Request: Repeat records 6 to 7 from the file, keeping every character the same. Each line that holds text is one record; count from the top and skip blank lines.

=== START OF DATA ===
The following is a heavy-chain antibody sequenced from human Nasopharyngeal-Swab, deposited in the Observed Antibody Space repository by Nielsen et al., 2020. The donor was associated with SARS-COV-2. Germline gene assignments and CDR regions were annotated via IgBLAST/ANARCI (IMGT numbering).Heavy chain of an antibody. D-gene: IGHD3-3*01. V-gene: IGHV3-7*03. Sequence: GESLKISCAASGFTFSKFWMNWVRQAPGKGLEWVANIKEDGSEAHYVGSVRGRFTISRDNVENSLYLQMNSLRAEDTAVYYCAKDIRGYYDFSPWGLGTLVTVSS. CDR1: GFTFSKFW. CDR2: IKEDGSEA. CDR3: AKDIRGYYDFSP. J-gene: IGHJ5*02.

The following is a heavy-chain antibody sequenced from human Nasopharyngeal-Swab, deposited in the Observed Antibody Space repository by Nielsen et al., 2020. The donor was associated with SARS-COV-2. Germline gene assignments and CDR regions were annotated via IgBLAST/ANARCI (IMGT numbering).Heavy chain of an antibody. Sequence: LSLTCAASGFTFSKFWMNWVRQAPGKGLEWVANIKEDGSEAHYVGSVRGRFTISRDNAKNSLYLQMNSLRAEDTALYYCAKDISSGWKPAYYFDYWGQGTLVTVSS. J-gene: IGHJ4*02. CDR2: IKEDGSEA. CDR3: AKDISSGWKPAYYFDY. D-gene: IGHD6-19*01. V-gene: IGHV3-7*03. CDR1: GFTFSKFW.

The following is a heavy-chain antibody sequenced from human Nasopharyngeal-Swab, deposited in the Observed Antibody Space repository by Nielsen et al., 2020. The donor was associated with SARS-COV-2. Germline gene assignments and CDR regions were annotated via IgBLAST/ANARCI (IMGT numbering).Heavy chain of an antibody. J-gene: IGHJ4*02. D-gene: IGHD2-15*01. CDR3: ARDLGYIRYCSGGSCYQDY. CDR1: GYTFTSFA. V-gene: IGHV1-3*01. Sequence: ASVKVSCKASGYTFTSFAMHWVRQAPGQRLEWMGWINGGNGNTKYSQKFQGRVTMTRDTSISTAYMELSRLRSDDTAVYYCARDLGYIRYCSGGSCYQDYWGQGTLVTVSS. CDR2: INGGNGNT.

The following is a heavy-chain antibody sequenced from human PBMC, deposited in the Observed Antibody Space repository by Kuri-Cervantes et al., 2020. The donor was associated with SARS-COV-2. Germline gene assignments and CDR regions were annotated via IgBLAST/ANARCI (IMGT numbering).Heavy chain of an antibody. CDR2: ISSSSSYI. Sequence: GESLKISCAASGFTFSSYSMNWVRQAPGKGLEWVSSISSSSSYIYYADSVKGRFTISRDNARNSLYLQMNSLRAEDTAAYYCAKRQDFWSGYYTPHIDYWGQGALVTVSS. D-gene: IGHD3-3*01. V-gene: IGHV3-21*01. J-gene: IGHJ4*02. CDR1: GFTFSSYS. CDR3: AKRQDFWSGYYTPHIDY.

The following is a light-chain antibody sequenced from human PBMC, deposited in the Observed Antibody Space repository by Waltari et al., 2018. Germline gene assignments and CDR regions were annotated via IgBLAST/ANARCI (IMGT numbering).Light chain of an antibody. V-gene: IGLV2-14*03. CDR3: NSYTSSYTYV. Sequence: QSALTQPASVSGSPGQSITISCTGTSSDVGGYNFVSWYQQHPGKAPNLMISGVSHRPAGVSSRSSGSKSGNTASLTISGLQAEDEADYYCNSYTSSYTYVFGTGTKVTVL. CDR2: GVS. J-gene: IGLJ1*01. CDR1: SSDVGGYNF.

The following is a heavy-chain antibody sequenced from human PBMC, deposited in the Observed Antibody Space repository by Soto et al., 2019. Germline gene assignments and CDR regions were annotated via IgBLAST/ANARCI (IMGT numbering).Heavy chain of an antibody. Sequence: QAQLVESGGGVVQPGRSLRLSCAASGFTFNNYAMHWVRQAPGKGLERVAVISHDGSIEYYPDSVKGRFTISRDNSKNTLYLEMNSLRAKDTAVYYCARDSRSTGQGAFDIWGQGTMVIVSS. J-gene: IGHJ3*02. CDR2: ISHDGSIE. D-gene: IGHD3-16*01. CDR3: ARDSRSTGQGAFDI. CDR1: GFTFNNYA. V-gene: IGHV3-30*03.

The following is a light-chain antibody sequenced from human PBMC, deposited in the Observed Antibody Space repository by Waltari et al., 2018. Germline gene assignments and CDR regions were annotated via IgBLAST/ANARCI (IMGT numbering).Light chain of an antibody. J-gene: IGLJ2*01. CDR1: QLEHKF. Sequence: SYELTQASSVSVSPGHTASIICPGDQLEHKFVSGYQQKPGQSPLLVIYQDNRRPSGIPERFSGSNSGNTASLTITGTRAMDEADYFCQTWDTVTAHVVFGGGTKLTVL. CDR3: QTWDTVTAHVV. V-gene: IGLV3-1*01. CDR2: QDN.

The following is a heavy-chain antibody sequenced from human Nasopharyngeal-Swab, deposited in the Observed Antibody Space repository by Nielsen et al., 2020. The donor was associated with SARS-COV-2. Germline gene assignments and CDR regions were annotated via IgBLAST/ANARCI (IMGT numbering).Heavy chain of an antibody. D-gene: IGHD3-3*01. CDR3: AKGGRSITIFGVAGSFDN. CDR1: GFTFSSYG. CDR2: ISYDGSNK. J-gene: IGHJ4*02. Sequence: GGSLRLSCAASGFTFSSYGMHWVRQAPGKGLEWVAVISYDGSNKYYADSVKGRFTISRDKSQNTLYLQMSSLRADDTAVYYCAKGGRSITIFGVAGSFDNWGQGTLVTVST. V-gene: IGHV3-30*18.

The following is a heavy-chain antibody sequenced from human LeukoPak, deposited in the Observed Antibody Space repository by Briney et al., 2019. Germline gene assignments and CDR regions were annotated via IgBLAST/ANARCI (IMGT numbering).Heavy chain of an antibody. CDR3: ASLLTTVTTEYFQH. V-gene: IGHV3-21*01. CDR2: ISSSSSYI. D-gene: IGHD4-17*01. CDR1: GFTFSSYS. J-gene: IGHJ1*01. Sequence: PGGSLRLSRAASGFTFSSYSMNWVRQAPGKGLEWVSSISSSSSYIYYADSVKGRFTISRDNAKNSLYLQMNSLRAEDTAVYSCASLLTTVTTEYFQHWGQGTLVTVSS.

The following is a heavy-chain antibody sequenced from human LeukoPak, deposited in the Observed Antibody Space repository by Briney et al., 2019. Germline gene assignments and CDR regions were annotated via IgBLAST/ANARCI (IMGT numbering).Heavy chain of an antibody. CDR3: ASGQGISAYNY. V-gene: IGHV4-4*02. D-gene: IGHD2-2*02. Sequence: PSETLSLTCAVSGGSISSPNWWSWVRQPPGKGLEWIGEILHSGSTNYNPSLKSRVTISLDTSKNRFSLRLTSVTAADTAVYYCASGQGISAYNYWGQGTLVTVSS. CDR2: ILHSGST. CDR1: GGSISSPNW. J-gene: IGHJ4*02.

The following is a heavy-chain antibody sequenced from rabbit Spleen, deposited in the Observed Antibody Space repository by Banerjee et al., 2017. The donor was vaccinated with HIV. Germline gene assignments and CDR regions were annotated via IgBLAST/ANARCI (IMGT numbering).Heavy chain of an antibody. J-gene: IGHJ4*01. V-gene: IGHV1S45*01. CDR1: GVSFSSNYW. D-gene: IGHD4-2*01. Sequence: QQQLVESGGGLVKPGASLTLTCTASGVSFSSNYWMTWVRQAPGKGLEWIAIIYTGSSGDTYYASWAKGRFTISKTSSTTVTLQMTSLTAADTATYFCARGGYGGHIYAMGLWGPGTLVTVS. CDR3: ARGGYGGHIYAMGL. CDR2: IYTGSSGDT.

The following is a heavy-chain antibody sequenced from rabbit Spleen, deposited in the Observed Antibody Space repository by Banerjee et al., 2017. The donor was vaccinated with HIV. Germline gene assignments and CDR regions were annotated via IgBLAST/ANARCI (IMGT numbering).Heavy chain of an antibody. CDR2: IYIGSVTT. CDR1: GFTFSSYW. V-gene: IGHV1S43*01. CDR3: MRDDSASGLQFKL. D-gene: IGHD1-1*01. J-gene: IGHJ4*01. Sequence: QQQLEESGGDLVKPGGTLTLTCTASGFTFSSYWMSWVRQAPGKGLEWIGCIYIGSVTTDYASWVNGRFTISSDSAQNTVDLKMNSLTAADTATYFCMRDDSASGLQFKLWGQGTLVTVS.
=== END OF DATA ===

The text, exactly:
The following is a heavy-chain antibody sequenced from human PBMC, deposited in the Observed Antibody Space repository by Soto et al., 2019. Germline gene assignments and CDR regions were annotated via IgBLAST/ANARCI (IMGT numbering).Heavy chain of an antibody. Sequence: QAQLVESGGGVVQPGRSLRLSCAASGFTFNNYAMHWVRQAPGKGLERVAVISHDGSIEYYPDSVKGRFTISRDNSKNTLYLEMNSLRAKDTAVYYCARDSRSTGQGAFDIWGQGTMVIVSS. J-gene: IGHJ3*02. CDR2: ISHDGSIE. D-gene: IGHD3-16*01. CDR3: ARDSRSTGQGAFDI. CDR1: GFTFNNYA. V-gene: IGHV3-30*03.

The following is a light-chain antibody sequenced from human PBMC, deposited in the Observed Antibody Space repository by Waltari et al., 2018. Germline gene assignments and CDR regions were annotated via IgBLAST/ANARCI (IMGT numbering).Light chain of an antibody. J-gene: IGLJ2*01. CDR1: QLEHKF. Sequence: SYELTQASSVSVSPGHTASIICPGDQLEHKFVSGYQQKPGQSPLLVIYQDNRRPSGIPERFSGSNSGNTASLTITGTRAMDEADYFCQTWDTVTAHVVFGGGTKLTVL. CDR3: QTWDTVTAHVV. V-gene: IGLV3-1*01. CDR2: QDN.